Mirrored blocking like a Peter Greenaway film, arranged actors on either side of the frame.

At its centre we find 16-year-old Hubert, whose resentment of his mother, Chantale, burns him up with intense rage. When we first meet him, it is his most singularly defining quality, and may even come off as flat, one-note character writing, given how little else we know about him. For Dolan, this is entirely on purpose. When the two are together, Hubert feels entirely stifled, not just by his mother’s irritating habits, but also by his own blind contempt. Our introduction to her in a slow-motion close-up of her mouth biting into a cream cheese bagel is enough to irk anyone’s senses, but even more substantially, we can see for ourselves the ways in which she occasionally mishandles her son’s behaviour. She is not a bad mother, but through Hubert’s eyes as a teenager abandoned by his father, it certainly seems that way.

“When I try to imagine what the worst mother in the world looks like, I can’t do better than you.”

The camera placement is always precise – close to perfect balance in the mise-en-scène, actors on the bottom half of the frame, emphasising their rich backgrounds.

There is also often a symmetry drawn through Dolan’s mise-en-scène that places either Hubert or Chantale at its centre, or which at least balances out the other side of the shot with their scene partners. At the same time, this visual harmony is usually offset by a huge amount of negative space pressing down on them from above, forcing them towards the bottom of the frame. Pawel Pawlikowski would later incorporate this device into his own stylistic repertoire with Ida and Cold War, and here the effect serves a similarly oppressive purpose, threatening to push them out of sight altogether. Incidentally, it also gives Dolan the chance to craft visual expressions of their feelings above their heads, swirling a pattern of green, yellow, and red curves on a diner wall behind Hubert as he builds a connection with his teacher, Ms Cloutier, and later shooting a night sky of bleary city lights behind him on a bus as he mulls over his misery.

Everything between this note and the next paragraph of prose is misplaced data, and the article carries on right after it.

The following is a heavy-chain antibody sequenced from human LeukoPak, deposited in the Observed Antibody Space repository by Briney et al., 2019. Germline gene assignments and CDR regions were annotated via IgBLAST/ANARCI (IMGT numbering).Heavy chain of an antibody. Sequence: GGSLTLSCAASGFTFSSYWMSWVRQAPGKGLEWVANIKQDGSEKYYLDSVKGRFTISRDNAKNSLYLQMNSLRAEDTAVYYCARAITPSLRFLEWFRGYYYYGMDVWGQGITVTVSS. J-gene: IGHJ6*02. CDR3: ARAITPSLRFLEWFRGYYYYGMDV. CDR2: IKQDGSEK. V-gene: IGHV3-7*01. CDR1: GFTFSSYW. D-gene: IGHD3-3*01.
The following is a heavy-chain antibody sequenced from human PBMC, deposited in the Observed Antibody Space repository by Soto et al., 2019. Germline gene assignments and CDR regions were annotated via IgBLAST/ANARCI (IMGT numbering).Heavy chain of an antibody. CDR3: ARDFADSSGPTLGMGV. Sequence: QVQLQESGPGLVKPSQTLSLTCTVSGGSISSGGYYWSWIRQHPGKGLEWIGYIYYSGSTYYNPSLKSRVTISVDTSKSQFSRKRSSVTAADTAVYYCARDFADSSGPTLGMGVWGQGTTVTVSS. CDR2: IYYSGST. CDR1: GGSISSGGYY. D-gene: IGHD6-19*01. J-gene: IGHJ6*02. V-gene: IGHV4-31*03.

Expressive colours and patterns in Dolan’s backdrops forming shapes around his characters according to their mood.
Melancholia in Dolan’s cinematography – remarkable artistry for someone not yet 20 years old.

On the occasion that Dolan’s camera does shift away from his characters entirely, he often presents these diversions as montages cutting between specific items in their environment – ornamental butterflies in Chantale’s home, religious icons around Hubert’s school, or in one particularly joyous scene, the splatters of paint he throws up on an office wall with his boyfriend, Antonin. Not only do these cutaways become extensions of Dolan’s characters, but they imbue I Killed My Mother with a beautiful formal rigour, creating a structural rhythm that is further developed in Hubert’s recurring monologues delivered to his home video camera. Though these stand out as being the only scenes in black-and-white, the muted visual tone nicely fits in with his own sensitive musings, offering a counterpoint to his otherwise volatile characterisation. Only when he is alone can he speak of his mother with genuine sorrow rather than bitterness, and fully realise the intricacies of their relationship.

“It’s a paradox having a mother that you’re incapable of loving but incapable not to love.”

Rigorous montage interludes revealing pieces of these characters’ environments.
These black-and-white home video monologues reveal an empathetic side to Hubert we rarely see elsewhere – a beautiful formal touch to his character.

With a performance as nuanced and impassioned as that which Anne Dorval delivers here, it’s not hard to understand this contradictory sentiment either. Like Hubert, Chantale holds onto a great deal of anger and stubbornness, and yet as his mother, she is far more likely to channel that frustration into protecting their relationship. At the slightest hint from her son’s headmaster that he might benefit from having a male authority at home, she flies into a rage, rejecting the insinuation that it is her parenting which has driven him away, and instead redirecting the blame towards the patriarchal systems and negligent men who have failed them.

Tracking the back of Hubert’s head into the classroom, maintaining that formal symmetry.
A deeply sensitive performance from Anne Dorval, curling up in defence when under attack from her son though lashing out when it is another adult taking aim at her parenting.

It is a shame that Hubert never sees this side of her while she is afforded a glimpse of his sensitive home videos, but as Dolan posits, this is simply the nature of these family bonds. Parents are rarely flawless, but they possess a larger understanding of their child than their child has of them, and it is that imbalance which inflicts great pain on both characters in I Killed My Mother. Though this title explicitly refers to Hubert’s lie early in the film that his mother is dead, it is clear in Dolan’s exceptionally complex character dynamics that it is also something she torturously experiences every single day, ceaselessly driving them both deeper into the inescapable, unsolvable problem of their own contemptuous love.

I Killed My Mother is not currently available to stream in Australia.

Public Enemies (2009)

Michael Mann | 2hr 20min